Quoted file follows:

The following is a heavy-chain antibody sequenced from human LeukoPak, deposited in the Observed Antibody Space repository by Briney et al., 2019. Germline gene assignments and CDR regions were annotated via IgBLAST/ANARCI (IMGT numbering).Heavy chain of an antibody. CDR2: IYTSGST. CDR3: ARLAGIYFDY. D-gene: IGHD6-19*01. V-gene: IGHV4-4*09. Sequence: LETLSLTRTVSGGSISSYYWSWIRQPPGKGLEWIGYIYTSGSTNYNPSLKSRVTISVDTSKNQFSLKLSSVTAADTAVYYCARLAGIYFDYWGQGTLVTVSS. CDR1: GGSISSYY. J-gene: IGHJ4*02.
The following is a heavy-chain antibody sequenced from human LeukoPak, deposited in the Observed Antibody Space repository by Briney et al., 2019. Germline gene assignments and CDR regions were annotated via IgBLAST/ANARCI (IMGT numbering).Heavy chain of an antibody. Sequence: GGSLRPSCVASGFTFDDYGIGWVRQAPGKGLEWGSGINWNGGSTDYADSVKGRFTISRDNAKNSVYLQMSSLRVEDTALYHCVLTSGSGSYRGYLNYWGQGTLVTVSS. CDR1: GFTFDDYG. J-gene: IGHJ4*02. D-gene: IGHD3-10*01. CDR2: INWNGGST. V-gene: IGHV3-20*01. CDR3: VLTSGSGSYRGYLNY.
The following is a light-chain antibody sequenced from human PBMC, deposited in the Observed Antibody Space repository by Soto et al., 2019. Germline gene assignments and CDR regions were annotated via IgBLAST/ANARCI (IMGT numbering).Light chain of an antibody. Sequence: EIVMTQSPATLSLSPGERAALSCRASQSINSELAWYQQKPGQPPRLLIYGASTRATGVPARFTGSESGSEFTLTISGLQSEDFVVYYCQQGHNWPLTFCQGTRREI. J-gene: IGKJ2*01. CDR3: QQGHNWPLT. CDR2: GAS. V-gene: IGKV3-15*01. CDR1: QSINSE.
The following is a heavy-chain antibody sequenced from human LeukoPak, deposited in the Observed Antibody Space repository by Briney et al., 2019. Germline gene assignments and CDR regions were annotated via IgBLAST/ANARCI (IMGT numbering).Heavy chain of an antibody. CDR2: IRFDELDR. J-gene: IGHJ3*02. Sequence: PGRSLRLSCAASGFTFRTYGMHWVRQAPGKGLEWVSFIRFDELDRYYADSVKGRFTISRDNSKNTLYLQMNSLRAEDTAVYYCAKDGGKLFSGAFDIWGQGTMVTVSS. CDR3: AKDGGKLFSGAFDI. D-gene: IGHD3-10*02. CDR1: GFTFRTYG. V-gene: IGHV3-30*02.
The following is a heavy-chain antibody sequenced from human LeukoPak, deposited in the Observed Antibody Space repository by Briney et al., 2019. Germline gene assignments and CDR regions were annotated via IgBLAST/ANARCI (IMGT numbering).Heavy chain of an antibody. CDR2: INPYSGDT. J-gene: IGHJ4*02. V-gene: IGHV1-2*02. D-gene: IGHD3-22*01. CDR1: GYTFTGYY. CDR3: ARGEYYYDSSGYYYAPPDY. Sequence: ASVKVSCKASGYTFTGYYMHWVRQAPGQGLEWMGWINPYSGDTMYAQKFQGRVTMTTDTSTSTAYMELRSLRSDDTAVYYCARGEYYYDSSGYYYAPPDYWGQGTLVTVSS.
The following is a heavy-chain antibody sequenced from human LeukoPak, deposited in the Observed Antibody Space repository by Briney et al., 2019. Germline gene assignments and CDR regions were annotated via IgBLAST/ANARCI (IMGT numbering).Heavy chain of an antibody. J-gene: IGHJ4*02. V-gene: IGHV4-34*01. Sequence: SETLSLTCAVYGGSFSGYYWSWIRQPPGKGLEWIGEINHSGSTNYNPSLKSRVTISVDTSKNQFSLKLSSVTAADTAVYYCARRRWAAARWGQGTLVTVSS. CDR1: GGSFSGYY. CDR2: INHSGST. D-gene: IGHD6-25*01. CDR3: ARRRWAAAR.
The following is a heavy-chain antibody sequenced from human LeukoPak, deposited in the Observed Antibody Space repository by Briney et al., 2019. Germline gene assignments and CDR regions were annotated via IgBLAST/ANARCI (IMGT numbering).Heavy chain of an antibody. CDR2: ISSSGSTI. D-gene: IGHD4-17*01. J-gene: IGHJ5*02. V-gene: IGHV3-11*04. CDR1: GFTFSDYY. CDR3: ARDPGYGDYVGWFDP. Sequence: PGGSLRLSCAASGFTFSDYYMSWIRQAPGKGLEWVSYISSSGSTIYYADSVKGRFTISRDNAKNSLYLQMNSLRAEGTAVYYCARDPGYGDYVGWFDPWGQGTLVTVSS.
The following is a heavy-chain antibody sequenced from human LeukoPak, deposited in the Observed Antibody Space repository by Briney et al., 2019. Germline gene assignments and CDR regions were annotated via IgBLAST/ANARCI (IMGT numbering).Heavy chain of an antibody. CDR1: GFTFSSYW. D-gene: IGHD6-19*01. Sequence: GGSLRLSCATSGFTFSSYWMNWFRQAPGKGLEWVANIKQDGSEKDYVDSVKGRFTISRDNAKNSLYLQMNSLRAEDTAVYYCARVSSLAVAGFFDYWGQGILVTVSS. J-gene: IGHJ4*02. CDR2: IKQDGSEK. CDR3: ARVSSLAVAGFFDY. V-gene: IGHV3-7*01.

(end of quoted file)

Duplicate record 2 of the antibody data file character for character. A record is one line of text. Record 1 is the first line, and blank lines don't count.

The following is a heavy-chain antibody sequenced from human LeukoPak, deposited in the Observed Antibody Space repository by Briney et al., 2019. Germline gene assignments and CDR regions were annotated via IgBLAST/ANARCI (IMGT numbering).Heavy chain of an antibody. Sequence: GGSLRPSCVASGFTFDDYGIGWVRQAPGKGLEWGSGINWNGGSTDYADSVKGRFTISRDNAKNSVYLQMSSLRVEDTALYHCVLTSGSGSYRGYLNYWGQGTLVTVSS. CDR1: GFTFDDYG. J-gene: IGHJ4*02. D-gene: IGHD3-10*01. CDR2: INWNGGST. V-gene: IGHV3-20*01. CDR3: VLTSGSGSYRGYLNY.